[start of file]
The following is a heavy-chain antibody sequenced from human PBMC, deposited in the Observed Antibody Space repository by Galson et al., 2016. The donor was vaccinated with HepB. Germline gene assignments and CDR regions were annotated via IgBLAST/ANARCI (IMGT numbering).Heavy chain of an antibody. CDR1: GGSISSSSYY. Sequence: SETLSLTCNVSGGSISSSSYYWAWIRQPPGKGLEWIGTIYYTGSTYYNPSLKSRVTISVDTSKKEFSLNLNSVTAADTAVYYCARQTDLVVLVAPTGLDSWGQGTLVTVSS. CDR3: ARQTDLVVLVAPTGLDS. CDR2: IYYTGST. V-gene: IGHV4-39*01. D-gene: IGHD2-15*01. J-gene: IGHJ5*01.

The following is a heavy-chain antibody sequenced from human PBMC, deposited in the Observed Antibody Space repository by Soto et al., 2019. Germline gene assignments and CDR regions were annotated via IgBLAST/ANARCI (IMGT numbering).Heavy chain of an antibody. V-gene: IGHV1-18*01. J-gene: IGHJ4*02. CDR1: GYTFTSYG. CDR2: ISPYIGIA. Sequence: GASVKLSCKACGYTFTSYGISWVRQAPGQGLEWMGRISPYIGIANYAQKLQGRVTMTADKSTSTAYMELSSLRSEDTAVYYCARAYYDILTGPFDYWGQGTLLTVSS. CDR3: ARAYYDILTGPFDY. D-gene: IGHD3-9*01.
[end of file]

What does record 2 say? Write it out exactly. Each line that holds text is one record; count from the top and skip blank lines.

The following is a heavy-chain antibody sequenced from human PBMC, deposited in the Observed Antibody Space repository by Soto et al., 2019. Germline gene assignments and CDR regions were annotated via IgBLAST/ANARCI (IMGT numbering).Heavy chain of an antibody. V-gene: IGHV1-18*01. J-gene: IGHJ4*02. CDR1: GYTFTSYG. CDR2: ISPYIGIA. Sequence: GASVKLSCKACGYTFTSYGISWVRQAPGQGLEWMGRISPYIGIANYAQKLQGRVTMTADKSTSTAYMELSSLRSEDTAVYYCARAYYDILTGPFDYWGQGTLLTVSS. CDR3: ARAYYDILTGPFDY. D-gene: IGHD3-9*01.